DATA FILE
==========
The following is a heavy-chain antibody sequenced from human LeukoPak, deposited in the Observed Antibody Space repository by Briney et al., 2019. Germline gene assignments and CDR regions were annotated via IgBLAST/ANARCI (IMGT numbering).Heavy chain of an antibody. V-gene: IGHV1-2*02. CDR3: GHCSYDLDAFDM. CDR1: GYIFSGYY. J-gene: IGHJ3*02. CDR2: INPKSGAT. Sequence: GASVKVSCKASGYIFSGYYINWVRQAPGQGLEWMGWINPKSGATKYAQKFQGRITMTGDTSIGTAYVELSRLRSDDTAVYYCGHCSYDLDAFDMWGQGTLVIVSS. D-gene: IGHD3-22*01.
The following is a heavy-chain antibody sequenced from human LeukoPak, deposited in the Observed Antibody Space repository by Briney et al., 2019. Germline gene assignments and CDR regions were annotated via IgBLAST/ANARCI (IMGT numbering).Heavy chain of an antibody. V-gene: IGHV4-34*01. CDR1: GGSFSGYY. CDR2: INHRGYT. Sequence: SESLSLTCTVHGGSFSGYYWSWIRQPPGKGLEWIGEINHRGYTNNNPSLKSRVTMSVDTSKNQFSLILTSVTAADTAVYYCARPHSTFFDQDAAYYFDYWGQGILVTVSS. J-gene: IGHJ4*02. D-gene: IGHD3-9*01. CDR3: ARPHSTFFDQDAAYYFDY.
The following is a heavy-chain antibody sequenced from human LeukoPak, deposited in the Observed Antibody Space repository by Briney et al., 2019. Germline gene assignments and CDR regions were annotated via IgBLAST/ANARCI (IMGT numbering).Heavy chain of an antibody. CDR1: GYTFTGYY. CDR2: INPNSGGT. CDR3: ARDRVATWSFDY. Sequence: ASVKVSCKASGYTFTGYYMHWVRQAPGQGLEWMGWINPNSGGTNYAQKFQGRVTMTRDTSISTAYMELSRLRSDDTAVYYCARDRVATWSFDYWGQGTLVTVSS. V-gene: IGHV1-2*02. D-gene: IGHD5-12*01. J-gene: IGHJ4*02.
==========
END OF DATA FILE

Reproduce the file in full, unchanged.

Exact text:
The following is a heavy-chain antibody sequenced from human LeukoPak, deposited in the Observed Antibody Space repository by Briney et al., 2019. Germline gene assignments and CDR regions were annotated via IgBLAST/ANARCI (IMGT numbering).Heavy chain of an antibody. V-gene: IGHV1-2*02. CDR3: GHCSYDLDAFDM. CDR1: GYIFSGYY. J-gene: IGHJ3*02. CDR2: INPKSGAT. Sequence: GASVKVSCKASGYIFSGYYINWVRQAPGQGLEWMGWINPKSGATKYAQKFQGRITMTGDTSIGTAYVELSRLRSDDTAVYYCGHCSYDLDAFDMWGQGTLVIVSS. D-gene: IGHD3-22*01.
The following is a heavy-chain antibody sequenced from human LeukoPak, deposited in the Observed Antibody Space repository by Briney et al., 2019. Germline gene assignments and CDR regions were annotated via IgBLAST/ANARCI (IMGT numbering).Heavy chain of an antibody. V-gene: IGHV4-34*01. CDR1: GGSFSGYY. CDR2: INHRGYT. Sequence: SESLSLTCTVHGGSFSGYYWSWIRQPPGKGLEWIGEINHRGYTNNNPSLKSRVTMSVDTSKNQFSLILTSVTAADTAVYYCARPHSTFFDQDAAYYFDYWGQGILVTVSS. J-gene: IGHJ4*02. D-gene: IGHD3-9*01. CDR3: ARPHSTFFDQDAAYYFDY.
The following is a heavy-chain antibody sequenced from human LeukoPak, deposited in the Observed Antibody Space repository by Briney et al., 2019. Germline gene assignments and CDR regions were annotated via IgBLAST/ANARCI (IMGT numbering).Heavy chain of an antibody. CDR1: GYTFTGYY. CDR2: INPNSGGT. CDR3: ARDRVATWSFDY. Sequence: ASVKVSCKASGYTFTGYYMHWVRQAPGQGLEWMGWINPNSGGTNYAQKFQGRVTMTRDTSISTAYMELSRLRSDDTAVYYCARDRVATWSFDYWGQGTLVTVSS. V-gene: IGHV1-2*02. D-gene: IGHD5-12*01. J-gene: IGHJ4*02.